Why J & K’s healthcare system is at stake
The “now or never” situation
Through Murtaza Ahmad Shah
WCHICKEN a very small change in the initial conditions, such as the flapping of butterfly wings, creates significantly large changes in the outcome, such as the causation of tornadoes several weeks after the flapping, this is called “the butterfly Effect”. And yes, it is a real phenomenon that occurs in our everyday life. Simply put, “small, unnoticed actions with serious and significant consequences” is what it all means. And this phenomenon is all at work in our healthcare system these days – the “butterfly shutter” being a recent notification by the Medical Advisory Committee (MCC) and the predictable result being a disastrous tornado for the healthcare facility. of UT health. The ongoing protests in recent days by MBBS students from various UT medical schools are aimed at preventing the potentially destructible and irreversible chain of events. , try to understand in detail why this is a “now or never” situation for the J&K healthcare setup.
According to said notification, J&K is likely to participate in the All-India (AIQ) quota for NEET-PG seats this year and beyond. This means that 50% of the PG seats of GMC Srinagar and GMC Jammu, and 100% of the PG seats of SKIMS Srinagar will be bundled into AIQ, which will make very few seats reserved for local aspiring PG doctors of J&K. If the decision had been made for another state or UT, it would not have mattered and would rather have been successful. Because after all, that is the reason for competition – to let all competitors fight for the same opportunities and ensure the highest quality of skilled minds to cross. Law? Wrong!
For J&K, the equation is not that simple. It has many variables which all complicate the picture.
MBBS undergraduates, like other J&K students, suffer academically most of the time due to frequent problems and shutdowns of the Internet and other communications. This is a direct consequence of the inevitable fact that ours is a politically unstable region. We recently experienced the world’s longest Internet shutdown in a democratic country after the repeal of section 370. It lasted for 213 days of continuous Internet blackouts. Before that, we experienced the internet blockade of 2016. According to Internetshutdowns.in, Kashmir accounts for nearly half of the 413 internet outages India has experienced since 2012. This is compounded by the fact that almost all of the preparation for NEET-PG is done online.
As a result, students here, compared to the rest of India, have inequitable access to resources. Our students do not have access to the same learning and educational resources that students outside of J&K enjoy. How can we ignore this? How can policy makers completely forget about this variable?
The direct consequence of forcing us into such unequal competition would be that our UT would lose its large number of local specialist physicians trained as physicians in our own medical schools. What a huge waste of resources, both human and material, that would be!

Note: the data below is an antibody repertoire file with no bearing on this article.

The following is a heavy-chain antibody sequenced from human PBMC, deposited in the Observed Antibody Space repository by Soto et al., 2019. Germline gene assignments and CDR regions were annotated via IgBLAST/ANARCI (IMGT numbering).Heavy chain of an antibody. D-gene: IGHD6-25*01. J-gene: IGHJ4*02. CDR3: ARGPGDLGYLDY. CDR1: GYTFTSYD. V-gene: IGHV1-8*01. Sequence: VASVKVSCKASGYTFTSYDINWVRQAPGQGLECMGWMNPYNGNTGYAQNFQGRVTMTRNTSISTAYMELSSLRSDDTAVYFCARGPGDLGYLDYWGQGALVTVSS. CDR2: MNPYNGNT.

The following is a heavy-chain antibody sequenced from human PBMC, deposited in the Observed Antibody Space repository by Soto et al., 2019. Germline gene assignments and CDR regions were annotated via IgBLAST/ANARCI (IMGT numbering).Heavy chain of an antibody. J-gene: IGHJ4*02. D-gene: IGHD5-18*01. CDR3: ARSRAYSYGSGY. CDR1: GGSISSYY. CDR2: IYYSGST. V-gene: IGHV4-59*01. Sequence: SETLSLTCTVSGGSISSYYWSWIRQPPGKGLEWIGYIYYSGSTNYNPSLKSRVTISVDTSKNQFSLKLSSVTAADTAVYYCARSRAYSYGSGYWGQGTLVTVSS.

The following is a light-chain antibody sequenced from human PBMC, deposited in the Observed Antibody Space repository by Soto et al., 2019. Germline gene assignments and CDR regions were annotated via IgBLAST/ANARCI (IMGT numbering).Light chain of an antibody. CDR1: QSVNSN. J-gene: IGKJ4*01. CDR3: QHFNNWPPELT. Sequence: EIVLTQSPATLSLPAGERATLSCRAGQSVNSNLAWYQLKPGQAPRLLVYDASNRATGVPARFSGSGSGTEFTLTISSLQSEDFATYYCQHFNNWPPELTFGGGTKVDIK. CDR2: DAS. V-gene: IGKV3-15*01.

Physicians trained in their own state / UT should preferably serve that state / UT because during the training they get to know the pattern of diseases in a given population (epidemiology). Medical experts know that such a pattern varies from place to place. So when physicians serve the area where they were trained, their training would be more cost effective and people would be served.
Therefore, pouring non-locals into our healthcare system would negatively affect patient care here due to one peculiarity: our population is predominantly rural and rarely knows non-local languages. The resulting language barrier between a non-local physician and a local patient would impact patient care, as the diagnosis is directly dependent on the clinical history extracted by a physician. Some would argue that compromising on the language barrier for better competitive doctors is not such a high stake, but you forget to factor in the already low doctor-to-patient ratio in J&K. According to a 2019 report, it is 1: 1880, one of the lowest in the country. It is even lower in the peripheral areas of UT. Add to that the compromise you made in patient care at tertiary institutes on language, epidemiological training and local specialists, it translates into the literal demise of the system.
Our healthcare system has had the experience of suffering irreparable damage due to the same decisions when they were implemented in super-specialty courses (DM, MCh). We are facing a serious shortage of super-specialists in J&K for the same reason that we allowed the pooling of super-specialty courses in AIQ earlier, and now the same is being done with specialty courses (courses PG).
The solution of this abused equation is therefore quite simple. Unless the ruling is overturned, that would be the last nail in the coffin of our already crumbling healthcare system.
The opinions expressed in the article are those of the author and do not necessarily represent the editorial position of Kashmir Observer
- The author is a final year SKIMS MC student
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